A Griffith University-led collaboration has used DNA analysis to resolve the evolutionary origins of the distinctive Australian frogmouth species of bird.

The Tawny Frogmouth is one of 13 frogmouth species that occur across Australia, New Guinea, the Solomon Islands, and tropical Asia.

Its distribution has long raised questions: did frogmouths spread out from Asia to Australia, or from Australia to Asia? And how did these stay-at-home birds cross such wide seas?

In a paper published in Biology Letters, Dr Paul Oliver, from Griffith University’s Environmental Futures Research Institute and the Queensland Museum, in collaboration with colleagues from Museums Victoria, CSIRO and University of Adelaide, investigated the genetic divergence amongst frogmouths from Asia, Australia, New Guinea, and the Solomon Islands to solve this evolutionary riddle.

“Molecular differences between Asian and Australian frogmouth indicate that they diverged and dispersed between the two regions around 30 million years ago, making frogmouths one of the first bird groups to voyage south into Australasia,” Dr Oliver said.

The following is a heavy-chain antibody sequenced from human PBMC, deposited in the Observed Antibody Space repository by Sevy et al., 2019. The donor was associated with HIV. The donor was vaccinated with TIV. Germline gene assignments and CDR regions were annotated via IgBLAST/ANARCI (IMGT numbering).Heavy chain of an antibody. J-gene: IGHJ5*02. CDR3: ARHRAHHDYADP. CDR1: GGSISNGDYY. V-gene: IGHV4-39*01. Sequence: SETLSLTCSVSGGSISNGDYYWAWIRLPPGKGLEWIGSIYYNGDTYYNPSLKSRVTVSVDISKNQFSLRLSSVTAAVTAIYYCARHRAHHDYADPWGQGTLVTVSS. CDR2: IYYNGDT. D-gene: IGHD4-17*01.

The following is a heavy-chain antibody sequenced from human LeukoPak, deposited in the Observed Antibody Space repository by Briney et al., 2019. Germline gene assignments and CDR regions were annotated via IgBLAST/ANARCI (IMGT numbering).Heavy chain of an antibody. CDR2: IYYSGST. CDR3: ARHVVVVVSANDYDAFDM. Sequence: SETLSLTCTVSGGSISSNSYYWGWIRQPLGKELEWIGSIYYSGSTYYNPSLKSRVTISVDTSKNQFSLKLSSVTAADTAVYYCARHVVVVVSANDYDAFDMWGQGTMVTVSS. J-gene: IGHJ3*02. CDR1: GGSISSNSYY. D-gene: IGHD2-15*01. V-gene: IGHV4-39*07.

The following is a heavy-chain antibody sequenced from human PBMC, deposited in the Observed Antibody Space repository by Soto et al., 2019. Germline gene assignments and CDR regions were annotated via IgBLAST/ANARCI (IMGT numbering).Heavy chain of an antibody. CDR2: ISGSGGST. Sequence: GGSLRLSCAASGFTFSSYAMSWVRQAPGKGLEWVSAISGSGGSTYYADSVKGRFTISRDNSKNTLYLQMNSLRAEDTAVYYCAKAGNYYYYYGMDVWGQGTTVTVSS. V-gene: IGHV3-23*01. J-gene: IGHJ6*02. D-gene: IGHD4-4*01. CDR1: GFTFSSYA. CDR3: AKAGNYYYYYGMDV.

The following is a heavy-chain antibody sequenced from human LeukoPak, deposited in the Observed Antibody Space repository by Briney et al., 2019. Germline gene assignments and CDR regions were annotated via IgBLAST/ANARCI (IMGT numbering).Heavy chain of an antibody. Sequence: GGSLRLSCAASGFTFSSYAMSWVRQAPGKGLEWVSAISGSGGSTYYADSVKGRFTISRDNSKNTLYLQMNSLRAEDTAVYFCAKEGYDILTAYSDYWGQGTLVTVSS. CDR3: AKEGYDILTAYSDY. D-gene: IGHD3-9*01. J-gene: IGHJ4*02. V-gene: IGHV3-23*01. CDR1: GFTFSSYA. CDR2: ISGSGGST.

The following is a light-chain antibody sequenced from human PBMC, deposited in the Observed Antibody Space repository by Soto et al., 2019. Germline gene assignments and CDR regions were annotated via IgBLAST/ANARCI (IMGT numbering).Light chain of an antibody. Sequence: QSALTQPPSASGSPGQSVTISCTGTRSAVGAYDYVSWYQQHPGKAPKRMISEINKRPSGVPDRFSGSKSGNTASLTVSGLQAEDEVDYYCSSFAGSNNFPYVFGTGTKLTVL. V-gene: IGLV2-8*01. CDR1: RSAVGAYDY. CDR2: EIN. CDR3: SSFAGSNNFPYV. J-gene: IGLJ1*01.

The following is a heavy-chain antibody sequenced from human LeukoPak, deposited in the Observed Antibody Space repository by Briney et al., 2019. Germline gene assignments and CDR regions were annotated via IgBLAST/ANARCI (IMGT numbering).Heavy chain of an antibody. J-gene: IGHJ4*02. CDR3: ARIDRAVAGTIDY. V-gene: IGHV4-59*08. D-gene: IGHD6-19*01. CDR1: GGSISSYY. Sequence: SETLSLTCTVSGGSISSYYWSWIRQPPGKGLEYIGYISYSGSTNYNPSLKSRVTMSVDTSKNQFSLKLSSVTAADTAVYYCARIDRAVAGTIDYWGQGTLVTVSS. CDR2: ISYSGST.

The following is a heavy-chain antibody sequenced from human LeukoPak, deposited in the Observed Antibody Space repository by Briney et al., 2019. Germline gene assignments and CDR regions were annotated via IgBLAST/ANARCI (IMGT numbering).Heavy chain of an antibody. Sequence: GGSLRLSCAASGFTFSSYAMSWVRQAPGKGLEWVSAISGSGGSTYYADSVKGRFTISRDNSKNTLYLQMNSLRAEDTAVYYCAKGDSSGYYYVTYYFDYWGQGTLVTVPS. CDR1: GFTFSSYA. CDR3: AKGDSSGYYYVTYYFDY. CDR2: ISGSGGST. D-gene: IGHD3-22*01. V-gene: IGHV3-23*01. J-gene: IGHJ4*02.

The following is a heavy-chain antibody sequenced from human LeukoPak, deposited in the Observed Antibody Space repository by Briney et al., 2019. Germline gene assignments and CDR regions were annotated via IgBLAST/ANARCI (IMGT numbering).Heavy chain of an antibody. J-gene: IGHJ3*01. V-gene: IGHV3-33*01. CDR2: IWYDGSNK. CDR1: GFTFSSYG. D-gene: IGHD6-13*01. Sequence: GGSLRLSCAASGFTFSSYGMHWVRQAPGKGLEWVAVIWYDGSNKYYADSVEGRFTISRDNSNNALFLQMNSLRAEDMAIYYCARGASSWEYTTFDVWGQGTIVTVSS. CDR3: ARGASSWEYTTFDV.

Thirty million years ago, island arcs stretching out from Asia across the south-west Pacific towards Australia, may have formed a chain over 1000 kilometres long.

“A highly genetically divergent lineage of frogmouth in the south-west Pacific suggests a stepping-stone colonisation of these ancient island arcs between the two continents,” Dr Oliver said.

“We think frogmouths used these ancient island arc systems, first to move out of Asia and then as staging grounds for the subsequent colonisation of Australia,” said Dr Keiren Mitchell from the Centre for Australian Biodiversity and Heritage, University of Adelaide.

“So despite leaving Asia 30 million years ago, they may have only arrived in Australia much more recently.”

Dr Oliver argues that the role of island arcs in shaping the evolution of the Australian animals and plants has been systematically overlooked.

“This highlights the crucial conservation value of these islands threatened by rapid population growth, climate change, habitat loss and introduced species, Dr Oliver said.

“These discoveries, and the role of the island arcs, set the stage for the next exciting phase of understanding how Australia’s remarkable biodiversity was assembled.”

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